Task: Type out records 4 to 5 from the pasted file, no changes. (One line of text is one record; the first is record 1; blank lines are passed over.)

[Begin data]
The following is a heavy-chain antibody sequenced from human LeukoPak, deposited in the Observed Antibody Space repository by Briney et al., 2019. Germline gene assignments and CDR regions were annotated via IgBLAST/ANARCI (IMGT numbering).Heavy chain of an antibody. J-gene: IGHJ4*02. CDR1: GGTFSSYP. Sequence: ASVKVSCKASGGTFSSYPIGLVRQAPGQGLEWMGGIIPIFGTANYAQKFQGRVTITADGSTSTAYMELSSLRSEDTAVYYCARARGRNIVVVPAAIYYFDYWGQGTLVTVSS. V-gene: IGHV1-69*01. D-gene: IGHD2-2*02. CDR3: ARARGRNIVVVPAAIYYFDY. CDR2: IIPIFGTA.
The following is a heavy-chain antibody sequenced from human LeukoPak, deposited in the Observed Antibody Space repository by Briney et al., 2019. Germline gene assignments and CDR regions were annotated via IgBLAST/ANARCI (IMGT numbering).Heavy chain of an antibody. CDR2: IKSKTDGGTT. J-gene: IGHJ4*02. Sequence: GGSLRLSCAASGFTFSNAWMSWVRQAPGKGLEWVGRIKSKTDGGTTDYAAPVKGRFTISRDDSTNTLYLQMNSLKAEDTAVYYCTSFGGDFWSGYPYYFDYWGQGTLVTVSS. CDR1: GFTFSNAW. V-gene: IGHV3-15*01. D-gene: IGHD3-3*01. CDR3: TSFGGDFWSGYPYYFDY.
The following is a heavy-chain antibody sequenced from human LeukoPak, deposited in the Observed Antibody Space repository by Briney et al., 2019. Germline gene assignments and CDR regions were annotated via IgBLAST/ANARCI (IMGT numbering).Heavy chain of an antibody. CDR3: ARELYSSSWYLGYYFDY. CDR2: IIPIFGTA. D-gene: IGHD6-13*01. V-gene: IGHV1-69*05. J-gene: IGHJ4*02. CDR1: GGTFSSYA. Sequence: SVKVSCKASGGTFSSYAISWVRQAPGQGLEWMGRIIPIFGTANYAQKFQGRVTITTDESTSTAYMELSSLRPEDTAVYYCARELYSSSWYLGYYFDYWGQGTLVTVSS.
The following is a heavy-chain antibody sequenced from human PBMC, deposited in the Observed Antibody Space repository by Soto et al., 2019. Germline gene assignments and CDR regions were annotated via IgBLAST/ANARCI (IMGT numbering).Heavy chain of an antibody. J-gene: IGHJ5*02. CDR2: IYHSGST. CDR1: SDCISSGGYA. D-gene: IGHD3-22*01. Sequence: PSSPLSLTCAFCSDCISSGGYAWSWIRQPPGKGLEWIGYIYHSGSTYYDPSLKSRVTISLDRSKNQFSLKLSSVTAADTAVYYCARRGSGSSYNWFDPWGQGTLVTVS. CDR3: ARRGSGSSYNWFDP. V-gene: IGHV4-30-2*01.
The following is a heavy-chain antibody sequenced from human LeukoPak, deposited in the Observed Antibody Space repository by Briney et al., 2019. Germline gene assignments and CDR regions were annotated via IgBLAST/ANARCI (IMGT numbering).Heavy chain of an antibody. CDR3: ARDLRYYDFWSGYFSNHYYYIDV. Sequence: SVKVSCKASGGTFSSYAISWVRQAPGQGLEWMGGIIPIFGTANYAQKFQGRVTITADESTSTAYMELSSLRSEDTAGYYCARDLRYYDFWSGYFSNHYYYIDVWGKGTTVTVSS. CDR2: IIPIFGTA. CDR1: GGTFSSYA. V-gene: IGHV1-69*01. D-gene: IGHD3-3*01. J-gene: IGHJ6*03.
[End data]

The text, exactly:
The following is a heavy-chain antibody sequenced from human PBMC, deposited in the Observed Antibody Space repository by Soto et al., 2019. Germline gene assignments and CDR regions were annotated via IgBLAST/ANARCI (IMGT numbering).Heavy chain of an antibody. J-gene: IGHJ5*02. CDR2: IYHSGST. CDR1: SDCISSGGYA. D-gene: IGHD3-22*01. Sequence: PSSPLSLTCAFCSDCISSGGYAWSWIRQPPGKGLEWIGYIYHSGSTYYDPSLKSRVTISLDRSKNQFSLKLSSVTAADTAVYYCARRGSGSSYNWFDPWGQGTLVTVS. CDR3: ARRGSGSSYNWFDP. V-gene: IGHV4-30-2*01.
The following is a heavy-chain antibody sequenced from human LeukoPak, deposited in the Observed Antibody Space repository by Briney et al., 2019. Germline gene assignments and CDR regions were annotated via IgBLAST/ANARCI (IMGT numbering).Heavy chain of an antibody. CDR3: ARDLRYYDFWSGYFSNHYYYIDV. Sequence: SVKVSCKASGGTFSSYAISWVRQAPGQGLEWMGGIIPIFGTANYAQKFQGRVTITADESTSTAYMELSSLRSEDTAGYYCARDLRYYDFWSGYFSNHYYYIDVWGKGTTVTVSS. CDR2: IIPIFGTA. CDR1: GGTFSSYA. V-gene: IGHV1-69*01. D-gene: IGHD3-3*01. J-gene: IGHJ6*03.